Sunday, April 29, 2018

Uber and Al Nahda to help underprivileged women learn to drive in Saudi Arabia

This April 26, 2018 article by Stephen White appeared in the  Middle East Construction Journal. You can link to the story here.  The text is below.

Uber and Al Nahda, a non-profit women’s organisation, have signed a Memorandum of Understanding (MoU) to work together towards empowering more women to drive in Saudi Arabia.
In a statement, the two orgranisations said the partnership will see Al Nahda, through its catalogue of empowering programs, help Uber identify underprivileged women who are interested in learning how to drive and obtaining a license, but may not have the resources to do so. The partnership is part Uber’s ‘Masaruky’ (your path in Arabic) initiative. Revealed in March, Masaruky has a $270,000 fund to increase women’s participation in the workforce through access to affordable transportation, in addition to increasing women’s access to flexible, part time economic opportunities through Uber.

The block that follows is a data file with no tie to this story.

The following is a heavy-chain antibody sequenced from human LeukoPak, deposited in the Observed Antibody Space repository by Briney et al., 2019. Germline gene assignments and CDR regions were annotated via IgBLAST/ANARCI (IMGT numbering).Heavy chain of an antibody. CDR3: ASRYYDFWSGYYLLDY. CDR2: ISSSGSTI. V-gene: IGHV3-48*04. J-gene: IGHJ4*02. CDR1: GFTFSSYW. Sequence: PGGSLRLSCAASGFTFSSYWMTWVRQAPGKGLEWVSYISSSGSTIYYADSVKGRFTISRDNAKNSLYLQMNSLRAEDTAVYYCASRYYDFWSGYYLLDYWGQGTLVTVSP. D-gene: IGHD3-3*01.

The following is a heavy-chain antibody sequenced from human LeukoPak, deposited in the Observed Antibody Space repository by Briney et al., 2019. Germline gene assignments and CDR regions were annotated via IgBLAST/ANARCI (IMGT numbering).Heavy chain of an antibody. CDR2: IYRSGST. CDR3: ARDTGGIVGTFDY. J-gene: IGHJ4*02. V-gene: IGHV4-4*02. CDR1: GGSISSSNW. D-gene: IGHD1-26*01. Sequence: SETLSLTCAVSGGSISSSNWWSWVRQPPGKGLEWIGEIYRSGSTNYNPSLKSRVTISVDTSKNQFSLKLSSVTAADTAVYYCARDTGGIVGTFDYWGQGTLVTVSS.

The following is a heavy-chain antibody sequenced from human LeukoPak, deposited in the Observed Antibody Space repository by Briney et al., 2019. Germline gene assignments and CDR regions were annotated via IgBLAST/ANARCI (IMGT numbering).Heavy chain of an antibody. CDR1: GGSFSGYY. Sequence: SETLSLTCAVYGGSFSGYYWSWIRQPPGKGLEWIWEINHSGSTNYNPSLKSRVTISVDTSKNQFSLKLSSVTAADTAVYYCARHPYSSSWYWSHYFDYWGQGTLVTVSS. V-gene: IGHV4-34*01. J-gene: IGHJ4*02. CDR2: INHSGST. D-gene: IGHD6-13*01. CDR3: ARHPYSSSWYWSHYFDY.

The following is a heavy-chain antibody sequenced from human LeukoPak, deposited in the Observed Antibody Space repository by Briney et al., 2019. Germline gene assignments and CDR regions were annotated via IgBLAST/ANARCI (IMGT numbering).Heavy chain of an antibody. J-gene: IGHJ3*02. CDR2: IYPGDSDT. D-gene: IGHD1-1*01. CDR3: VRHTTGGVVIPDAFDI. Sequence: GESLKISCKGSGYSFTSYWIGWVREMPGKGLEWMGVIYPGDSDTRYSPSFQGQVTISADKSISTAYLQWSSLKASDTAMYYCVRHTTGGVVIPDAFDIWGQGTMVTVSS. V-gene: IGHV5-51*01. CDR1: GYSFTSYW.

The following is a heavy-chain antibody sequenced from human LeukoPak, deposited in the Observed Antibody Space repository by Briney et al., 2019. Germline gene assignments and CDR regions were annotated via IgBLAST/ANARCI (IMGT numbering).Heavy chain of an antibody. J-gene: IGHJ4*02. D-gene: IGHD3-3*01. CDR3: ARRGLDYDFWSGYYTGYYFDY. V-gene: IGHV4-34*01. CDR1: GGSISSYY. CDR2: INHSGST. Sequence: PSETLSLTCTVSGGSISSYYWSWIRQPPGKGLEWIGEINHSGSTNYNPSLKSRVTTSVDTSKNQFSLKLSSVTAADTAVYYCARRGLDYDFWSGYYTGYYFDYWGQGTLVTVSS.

As part of the agreement, Uber will also become Al Nahda’s “Exclusive Transportation Partner” at all their events across the Kingdom, conversely the non-profit organisation will  become the partner-of-choice for the ‘Masaruky’ initiative.
“Masaruky has provided us with a platform for collaboration with a range of partners that can help increase accessibility and economic opportunities for women – something we’re very proud of. Today’s MoU with Al Nahda demonstrates that Uber’s impact does not end with the flexibility and convenience it has introduced to millions around the world, but that we also strive to drive change that is positive, meaningful and economically empowering to all,” said Barney Harford, Uber’s global COO.
Rasha Al Turki, Al Nahda CEO, said Al-Nahda and Uber share a similar vision towards the importance of women’s increased access to work